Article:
The mere existence of this collection and its magnificence poses important questions about the institutional Catholic Church. What does this vast wealth that this collection represented, have to do with pastoral care, outreach to the poor, or preaching the Gospels? The questions become even murkier in the light of its manner of acquisition:

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St Patrick, Gay Role Model.

So why should we see St Paddy as a gay icon?

saint-patrickIn a notable book on Irish gay history (“Terrible Queer Creatures”) Brian Lacey presents some evidence that Patrick may have had a long term intimate relationship with a man:

“St. Patrick himself may have had a relationship tinged with homoeroticism. Tirechan, a late seventh century cleric who wrote about St. Patrick, tells the story of a man Patrick visited and converted to Christianity, who had a son to whom Patrick took a strong liking. Tirechan wrote that “he gave him the name Benignus, because he took Patrick’s feet between his hands and would not sleep with his father and mother, but wept unless he would be allowed to sleep with Patrick.” Patrick baptized the boy and made him his close lifelong companion, so much so that Benignus succeeded Patrick as bishop of Armagh.”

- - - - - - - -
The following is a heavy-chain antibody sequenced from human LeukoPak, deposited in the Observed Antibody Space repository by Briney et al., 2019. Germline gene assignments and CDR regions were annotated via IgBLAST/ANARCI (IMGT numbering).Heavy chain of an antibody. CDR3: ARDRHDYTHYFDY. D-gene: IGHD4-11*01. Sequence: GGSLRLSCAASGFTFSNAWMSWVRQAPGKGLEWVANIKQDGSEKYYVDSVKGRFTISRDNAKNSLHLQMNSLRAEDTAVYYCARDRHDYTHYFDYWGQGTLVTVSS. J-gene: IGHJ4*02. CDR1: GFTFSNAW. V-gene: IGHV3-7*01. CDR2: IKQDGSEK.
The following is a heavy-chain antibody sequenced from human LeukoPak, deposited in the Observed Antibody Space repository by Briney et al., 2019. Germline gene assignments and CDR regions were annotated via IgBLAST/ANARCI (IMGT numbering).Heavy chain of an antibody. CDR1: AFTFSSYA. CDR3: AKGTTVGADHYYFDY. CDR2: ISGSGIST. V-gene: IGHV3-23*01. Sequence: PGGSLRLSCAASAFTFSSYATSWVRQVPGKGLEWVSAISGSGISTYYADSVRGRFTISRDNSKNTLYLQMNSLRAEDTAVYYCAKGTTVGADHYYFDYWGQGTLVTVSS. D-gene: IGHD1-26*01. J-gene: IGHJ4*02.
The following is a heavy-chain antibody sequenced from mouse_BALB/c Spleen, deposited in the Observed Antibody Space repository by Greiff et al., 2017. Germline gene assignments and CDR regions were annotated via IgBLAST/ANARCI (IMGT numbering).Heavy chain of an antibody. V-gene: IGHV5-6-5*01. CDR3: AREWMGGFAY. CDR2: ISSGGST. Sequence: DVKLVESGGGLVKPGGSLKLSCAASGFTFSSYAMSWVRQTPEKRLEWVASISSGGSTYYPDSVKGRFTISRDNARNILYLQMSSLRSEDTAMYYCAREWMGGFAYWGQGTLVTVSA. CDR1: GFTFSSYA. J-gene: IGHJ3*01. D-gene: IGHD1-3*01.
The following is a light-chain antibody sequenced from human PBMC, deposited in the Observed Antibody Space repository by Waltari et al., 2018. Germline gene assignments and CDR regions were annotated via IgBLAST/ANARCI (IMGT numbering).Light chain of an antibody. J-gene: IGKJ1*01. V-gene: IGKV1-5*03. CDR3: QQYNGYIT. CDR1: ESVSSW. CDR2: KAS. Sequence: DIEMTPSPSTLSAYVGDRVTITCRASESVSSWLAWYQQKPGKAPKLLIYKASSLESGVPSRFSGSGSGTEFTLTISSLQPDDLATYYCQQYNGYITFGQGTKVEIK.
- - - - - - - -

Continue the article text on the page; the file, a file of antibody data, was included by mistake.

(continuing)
Going backwards in his life, I have seen elsewhere a report* that after his escape from slavery and return to Britain, he supported himself by working for a time as a prostitute  – yes, good old Patrick sold sexual favours.

Does this sound far fetched? Not if you consider the historical realities of the time.  Patrick’s home was in Roman Britain. throughout the Empire, prostitution was an entirely acceptable way for men or women in desperate circumstances to make a living. Consider also his likely experience as a slave.  In both Roman and Greek society, as well as elsewhere, it was assumed that one of the duties of a slave, particularly if young or attractive, was to provide sexual services on demand.  Ireland was not under Roman rule, but there is no reason to suppose that the conditions of slavery were notably different.  (Lacy shows in his book that in pre-christian Ireland same sex relationships were accepted and respected.)

There is another reason, though why we as queer Catholics should look to Patrick as a role model, regardless of his own sexual history, a reason which goes to the heart of his mission.

In “Faith Beyond Resentment: Fragments Catholic and Gay“,  theologian James Alison observes that in the Gospel story of the healing of the man possessed by demons, Jesus instruction to the man after healing was to “Go home,” that is, back to the community which had tormented and rejected him, back to his persecutors.

This is what Patrick did.  Having escaped from slavery and returned to his original home, he responded to what he saw as a call to return to the country of his captivity, to go back to the land of his tormentors – and convert them.